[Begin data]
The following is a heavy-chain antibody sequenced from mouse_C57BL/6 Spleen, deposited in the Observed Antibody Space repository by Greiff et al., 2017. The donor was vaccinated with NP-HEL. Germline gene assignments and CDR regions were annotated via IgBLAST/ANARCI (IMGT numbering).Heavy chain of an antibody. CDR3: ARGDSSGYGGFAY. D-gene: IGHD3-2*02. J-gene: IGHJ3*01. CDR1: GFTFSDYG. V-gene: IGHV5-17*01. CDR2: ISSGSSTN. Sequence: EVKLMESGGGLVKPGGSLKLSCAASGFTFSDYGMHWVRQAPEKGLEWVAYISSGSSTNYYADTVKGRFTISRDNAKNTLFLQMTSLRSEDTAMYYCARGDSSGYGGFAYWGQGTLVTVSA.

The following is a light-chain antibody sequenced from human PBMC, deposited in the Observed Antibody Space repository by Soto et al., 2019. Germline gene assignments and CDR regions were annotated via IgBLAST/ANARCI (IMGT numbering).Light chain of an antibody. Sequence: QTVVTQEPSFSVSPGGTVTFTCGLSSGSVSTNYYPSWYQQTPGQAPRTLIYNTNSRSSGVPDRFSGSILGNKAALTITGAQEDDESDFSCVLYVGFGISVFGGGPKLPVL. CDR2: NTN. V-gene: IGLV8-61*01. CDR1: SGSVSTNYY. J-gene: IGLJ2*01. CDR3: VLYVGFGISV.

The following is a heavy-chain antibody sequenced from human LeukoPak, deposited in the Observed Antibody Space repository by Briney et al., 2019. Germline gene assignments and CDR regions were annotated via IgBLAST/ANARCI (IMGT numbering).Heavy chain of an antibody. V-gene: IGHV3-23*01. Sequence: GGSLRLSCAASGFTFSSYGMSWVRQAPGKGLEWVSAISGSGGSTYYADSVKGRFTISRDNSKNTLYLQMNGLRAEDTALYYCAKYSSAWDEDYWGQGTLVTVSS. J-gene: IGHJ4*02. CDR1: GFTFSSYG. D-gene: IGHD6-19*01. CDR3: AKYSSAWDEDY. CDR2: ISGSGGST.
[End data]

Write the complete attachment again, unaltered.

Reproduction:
The following is a heavy-chain antibody sequenced from mouse_C57BL/6 Spleen, deposited in the Observed Antibody Space repository by Greiff et al., 2017. The donor was vaccinated with NP-HEL. Germline gene assignments and CDR regions were annotated via IgBLAST/ANARCI (IMGT numbering).Heavy chain of an antibody. CDR3: ARGDSSGYGGFAY. D-gene: IGHD3-2*02. J-gene: IGHJ3*01. CDR1: GFTFSDYG. V-gene: IGHV5-17*01. CDR2: ISSGSSTN. Sequence: EVKLMESGGGLVKPGGSLKLSCAASGFTFSDYGMHWVRQAPEKGLEWVAYISSGSSTNYYADTVKGRFTISRDNAKNTLFLQMTSLRSEDTAMYYCARGDSSGYGGFAYWGQGTLVTVSA.

The following is a light-chain antibody sequenced from human PBMC, deposited in the Observed Antibody Space repository by Soto et al., 2019. Germline gene assignments and CDR regions were annotated via IgBLAST/ANARCI (IMGT numbering).Light chain of an antibody. Sequence: QTVVTQEPSFSVSPGGTVTFTCGLSSGSVSTNYYPSWYQQTPGQAPRTLIYNTNSRSSGVPDRFSGSILGNKAALTITGAQEDDESDFSCVLYVGFGISVFGGGPKLPVL. CDR2: NTN. V-gene: IGLV8-61*01. CDR1: SGSVSTNYY. J-gene: IGLJ2*01. CDR3: VLYVGFGISV.

The following is a heavy-chain antibody sequenced from human LeukoPak, deposited in the Observed Antibody Space repository by Briney et al., 2019. Germline gene assignments and CDR regions were annotated via IgBLAST/ANARCI (IMGT numbering).Heavy chain of an antibody. V-gene: IGHV3-23*01. Sequence: GGSLRLSCAASGFTFSSYGMSWVRQAPGKGLEWVSAISGSGGSTYYADSVKGRFTISRDNSKNTLYLQMNGLRAEDTALYYCAKYSSAWDEDYWGQGTLVTVSS. J-gene: IGHJ4*02. CDR1: GFTFSSYG. D-gene: IGHD6-19*01. CDR3: AKYSSAWDEDY. CDR2: ISGSGGST.